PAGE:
For Reel

Are You Listening? (1932)
March 7, 2014, 2:45 am
Filed under: Reviews | Tags: , ,

Director: Harry Beaumont
3 Stars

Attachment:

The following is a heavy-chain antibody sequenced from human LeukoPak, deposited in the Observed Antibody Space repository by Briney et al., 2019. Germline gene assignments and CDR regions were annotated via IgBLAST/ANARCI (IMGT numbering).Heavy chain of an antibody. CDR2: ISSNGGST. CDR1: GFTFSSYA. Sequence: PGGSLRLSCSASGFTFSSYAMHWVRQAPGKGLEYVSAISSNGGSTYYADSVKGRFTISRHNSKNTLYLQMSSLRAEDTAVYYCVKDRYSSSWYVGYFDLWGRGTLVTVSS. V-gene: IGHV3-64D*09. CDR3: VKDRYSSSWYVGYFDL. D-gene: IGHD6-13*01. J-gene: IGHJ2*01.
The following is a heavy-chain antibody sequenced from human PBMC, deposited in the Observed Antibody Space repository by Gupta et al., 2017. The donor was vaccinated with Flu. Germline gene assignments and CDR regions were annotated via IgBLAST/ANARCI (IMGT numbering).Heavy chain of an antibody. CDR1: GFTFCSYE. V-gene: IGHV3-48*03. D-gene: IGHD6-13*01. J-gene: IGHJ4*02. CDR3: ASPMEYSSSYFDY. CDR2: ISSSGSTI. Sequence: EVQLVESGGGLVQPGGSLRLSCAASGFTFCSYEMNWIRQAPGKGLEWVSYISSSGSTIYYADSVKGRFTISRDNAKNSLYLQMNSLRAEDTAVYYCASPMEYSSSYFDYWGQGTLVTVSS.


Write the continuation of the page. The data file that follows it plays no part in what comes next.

Are You Listening?William Haines was one of MGM’s most bankable stars in the early days of sound, however his career would be cut short when studio head Louis B. Mayer terminated his contract due to his openly gay lifestyle. In the early sequences of Are You Listening?, Haines’ last picture for MGM, he plays his typical wisecracker, however the film eventually calls on him to put his dramatic talents to work. The resulting film is as entertaining as it is thematically incomprehensible–it has too many fingers in the pot, packing in a number of subplots that deal with (among other things): infidelity, the seduction of city life, the radio’s commanding influence on the public, advertising, morally bankrupt newspapermen, and the effects of the Depression. All that can be made of what transpires is a lot of anger directed in nearly every direction. The title morphs from a cutesy reference to a radio broadcast to a sort of plea for goodness in a culture of dishonesty and treachery. Haines is affable, but he is outshined by a remarkable female cast that includes Madge Evans, Anita Page, and a delightful Joan Marsh, whose career may be one worth further study.

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